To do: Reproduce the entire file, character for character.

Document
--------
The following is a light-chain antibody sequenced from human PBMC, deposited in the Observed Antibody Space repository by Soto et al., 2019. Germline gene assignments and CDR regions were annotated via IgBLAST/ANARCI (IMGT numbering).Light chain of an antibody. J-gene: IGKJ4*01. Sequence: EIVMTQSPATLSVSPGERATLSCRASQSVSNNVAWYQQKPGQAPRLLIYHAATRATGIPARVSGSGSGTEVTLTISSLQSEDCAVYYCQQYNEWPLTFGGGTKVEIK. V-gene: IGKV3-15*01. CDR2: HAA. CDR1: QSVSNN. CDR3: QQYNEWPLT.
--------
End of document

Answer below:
The following is a light-chain antibody sequenced from human PBMC, deposited in the Observed Antibody Space repository by Soto et al., 2019. Germline gene assignments and CDR regions were annotated via IgBLAST/ANARCI (IMGT numbering).Light chain of an antibody. J-gene: IGKJ4*01. Sequence: EIVMTQSPATLSVSPGERATLSCRASQSVSNNVAWYQQKPGQAPRLLIYHAATRATGIPARVSGSGSGTEVTLTISSLQSEDCAVYYCQQYNEWPLTFGGGTKVEIK. V-gene: IGKV3-15*01. CDR2: HAA. CDR1: QSVSNN. CDR3: QQYNEWPLT.